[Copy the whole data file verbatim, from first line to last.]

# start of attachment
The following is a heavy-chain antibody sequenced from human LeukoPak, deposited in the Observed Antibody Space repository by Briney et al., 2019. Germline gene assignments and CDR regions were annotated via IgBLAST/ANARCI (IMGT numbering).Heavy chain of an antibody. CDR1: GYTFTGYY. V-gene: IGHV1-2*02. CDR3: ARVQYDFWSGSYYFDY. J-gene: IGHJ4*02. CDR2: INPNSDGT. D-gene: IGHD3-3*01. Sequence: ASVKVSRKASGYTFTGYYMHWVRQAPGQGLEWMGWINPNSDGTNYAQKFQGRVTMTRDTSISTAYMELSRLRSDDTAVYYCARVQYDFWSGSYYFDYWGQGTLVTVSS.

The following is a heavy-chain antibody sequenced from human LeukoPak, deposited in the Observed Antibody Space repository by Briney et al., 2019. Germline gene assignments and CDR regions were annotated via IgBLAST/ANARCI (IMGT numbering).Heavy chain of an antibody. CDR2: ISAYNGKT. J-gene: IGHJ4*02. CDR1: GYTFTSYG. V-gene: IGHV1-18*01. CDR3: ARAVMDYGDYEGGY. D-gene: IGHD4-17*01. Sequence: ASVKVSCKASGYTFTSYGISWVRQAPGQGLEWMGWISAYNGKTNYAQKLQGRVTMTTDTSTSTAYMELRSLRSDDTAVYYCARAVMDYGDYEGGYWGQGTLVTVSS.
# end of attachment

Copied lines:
The following is a heavy-chain antibody sequenced from human LeukoPak, deposited in the Observed Antibody Space repository by Briney et al., 2019. Germline gene assignments and CDR regions were annotated via IgBLAST/ANARCI (IMGT numbering).Heavy chain of an antibody. CDR1: GYTFTGYY. V-gene: IGHV1-2*02. CDR3: ARVQYDFWSGSYYFDY. J-gene: IGHJ4*02. CDR2: INPNSDGT. D-gene: IGHD3-3*01. Sequence: ASVKVSRKASGYTFTGYYMHWVRQAPGQGLEWMGWINPNSDGTNYAQKFQGRVTMTRDTSISTAYMELSRLRSDDTAVYYCARVQYDFWSGSYYFDYWGQGTLVTVSS.

The following is a heavy-chain antibody sequenced from human LeukoPak, deposited in the Observed Antibody Space repository by Briney et al., 2019. Germline gene assignments and CDR regions were annotated via IgBLAST/ANARCI (IMGT numbering).Heavy chain of an antibody. CDR2: ISAYNGKT. J-gene: IGHJ4*02. CDR1: GYTFTSYG. V-gene: IGHV1-18*01. CDR3: ARAVMDYGDYEGGY. D-gene: IGHD4-17*01. Sequence: ASVKVSCKASGYTFTSYGISWVRQAPGQGLEWMGWISAYNGKTNYAQKLQGRVTMTTDTSTSTAYMELRSLRSDDTAVYYCARAVMDYGDYEGGYWGQGTLVTVSS.